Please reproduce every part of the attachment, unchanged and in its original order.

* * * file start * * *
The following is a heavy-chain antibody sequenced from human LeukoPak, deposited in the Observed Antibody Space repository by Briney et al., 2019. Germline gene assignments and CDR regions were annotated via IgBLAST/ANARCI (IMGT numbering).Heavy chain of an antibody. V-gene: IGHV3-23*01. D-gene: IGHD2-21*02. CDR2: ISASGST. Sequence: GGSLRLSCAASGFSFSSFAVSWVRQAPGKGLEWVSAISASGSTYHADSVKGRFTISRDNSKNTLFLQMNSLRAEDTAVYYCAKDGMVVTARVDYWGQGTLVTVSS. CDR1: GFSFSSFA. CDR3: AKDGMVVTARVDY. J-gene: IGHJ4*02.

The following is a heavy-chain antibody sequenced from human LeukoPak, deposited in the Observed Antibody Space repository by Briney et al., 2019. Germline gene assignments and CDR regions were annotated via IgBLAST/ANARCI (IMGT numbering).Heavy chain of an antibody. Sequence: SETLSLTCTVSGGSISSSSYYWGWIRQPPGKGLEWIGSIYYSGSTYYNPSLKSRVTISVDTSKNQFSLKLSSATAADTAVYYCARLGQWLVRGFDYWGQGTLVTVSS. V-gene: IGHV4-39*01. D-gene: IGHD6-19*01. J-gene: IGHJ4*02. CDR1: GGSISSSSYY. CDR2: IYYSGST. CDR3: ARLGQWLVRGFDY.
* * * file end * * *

The following is a heavy-chain antibody sequenced from human LeukoPak, deposited in the Observed Antibody Space repository by Briney et al., 2019. Germline gene assignments and CDR regions were annotated via IgBLAST/ANARCI (IMGT numbering).Heavy chain of an antibody. V-gene: IGHV3-23*01. D-gene: IGHD2-21*02. CDR2: ISASGST. Sequence: GGSLRLSCAASGFSFSSFAVSWVRQAPGKGLEWVSAISASGSTYHADSVKGRFTISRDNSKNTLFLQMNSLRAEDTAVYYCAKDGMVVTARVDYWGQGTLVTVSS. CDR1: GFSFSSFA. CDR3: AKDGMVVTARVDY. J-gene: IGHJ4*02.

The following is a heavy-chain antibody sequenced from human LeukoPak, deposited in the Observed Antibody Space repository by Briney et al., 2019. Germline gene assignments and CDR regions were annotated via IgBLAST/ANARCI (IMGT numbering).Heavy chain of an antibody. Sequence: SETLSLTCTVSGGSISSSSYYWGWIRQPPGKGLEWIGSIYYSGSTYYNPSLKSRVTISVDTSKNQFSLKLSSATAADTAVYYCARLGQWLVRGFDYWGQGTLVTVSS. V-gene: IGHV4-39*01. D-gene: IGHD6-19*01. J-gene: IGHJ4*02. CDR1: GGSISSSSYY. CDR2: IYYSGST. CDR3: ARLGQWLVRGFDY.